On August 8 and 9, the Windward School hosted its second annual Design and Maker Class Colloquium, a two-day summer workshop for teachers, administrators and informal education professionals to demystify making and the design process. In the emerging world of professional development in maker education, DMCC is clearly top notch.
The event is well structured. The first day included a keynote by Karen Wilkinson of the Exploratorium who spoke on the big ideas in maker learning. I think everyone in the audience was in attendance was already a big fan of maker education. However, several of the quotes she shared deeply resonated with the audience. How do I know? I watch for when people take pictures of the slides. These quotes included:
- The role of the teacher is to create the conditions for inventing rather than provide ready-made knowledge. Seymout Papert.
- Based on “constructivist” theories of learning, which assert that knowledge is simply not transmitted from teacher to learner, but actively constructed by the mind of the learner.
- “Constructionism” is a theory that suggests learning happens more effectively and new ideas emerge when people are actively engaged in making an external tangible object.
What also resonated with me (and the audience) was the concept of lifelong, lifewide learning.
This image from the LIFE Center suggests that most formal learning takes place between grades K through 12. As one ages, formal learning situations occur less and less, while informal learning influences us from birth. The question is: how do we leverage that?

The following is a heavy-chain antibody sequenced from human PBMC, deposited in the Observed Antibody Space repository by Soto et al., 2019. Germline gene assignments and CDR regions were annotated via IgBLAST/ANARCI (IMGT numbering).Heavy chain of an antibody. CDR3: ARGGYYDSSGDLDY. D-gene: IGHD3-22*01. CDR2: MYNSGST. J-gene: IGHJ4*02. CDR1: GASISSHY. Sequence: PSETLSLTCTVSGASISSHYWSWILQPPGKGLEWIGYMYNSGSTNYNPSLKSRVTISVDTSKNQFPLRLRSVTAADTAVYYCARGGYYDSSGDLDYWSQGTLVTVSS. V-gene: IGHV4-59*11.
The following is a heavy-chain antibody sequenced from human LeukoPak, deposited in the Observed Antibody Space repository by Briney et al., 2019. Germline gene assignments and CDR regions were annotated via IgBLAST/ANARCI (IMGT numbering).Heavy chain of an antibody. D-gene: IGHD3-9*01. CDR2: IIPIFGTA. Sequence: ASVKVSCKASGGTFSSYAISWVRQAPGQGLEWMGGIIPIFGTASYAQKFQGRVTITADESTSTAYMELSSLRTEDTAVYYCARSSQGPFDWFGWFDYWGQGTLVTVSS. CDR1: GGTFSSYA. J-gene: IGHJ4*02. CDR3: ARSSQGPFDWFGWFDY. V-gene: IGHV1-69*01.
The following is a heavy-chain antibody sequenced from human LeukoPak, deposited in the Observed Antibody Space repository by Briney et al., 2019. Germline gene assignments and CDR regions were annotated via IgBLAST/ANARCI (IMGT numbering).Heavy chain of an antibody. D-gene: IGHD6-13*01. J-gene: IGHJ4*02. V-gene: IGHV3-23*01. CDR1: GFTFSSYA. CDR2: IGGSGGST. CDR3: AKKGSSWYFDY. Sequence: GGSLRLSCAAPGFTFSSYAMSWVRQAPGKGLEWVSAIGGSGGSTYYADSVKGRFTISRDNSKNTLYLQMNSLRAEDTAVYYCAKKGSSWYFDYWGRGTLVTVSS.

We also discussed the Learning Dimensions Framework. This framework covers the role of engagement, initiative & intentionality, social scaffolding, and development of understanding. The Facilitation Field Guide is equally compelling. Both documents seek to connect new ways of learning with STEM education and maker education. Both documents should make their way into all teacher’s professional development portfolio.
The keynote ended with an activity (always a surprise during a keynote!): the compass points visible thinking tool. Here, in small groups, we discussed the following key questions about maker education:
- E: What excites you about this idea?
- W: What do you find worrisome about this idea?
- N: What else do you need to know about this idea?
- S: What is your stance or opinion about this idea?
The discussion helped frame our work for the next two days. Some of the contributions were surprising:
- How do we enhance our curriculum with maker education?
- You need to take it slow.
- Not all students learn best by tinkering.
- How do you balance exploration and content?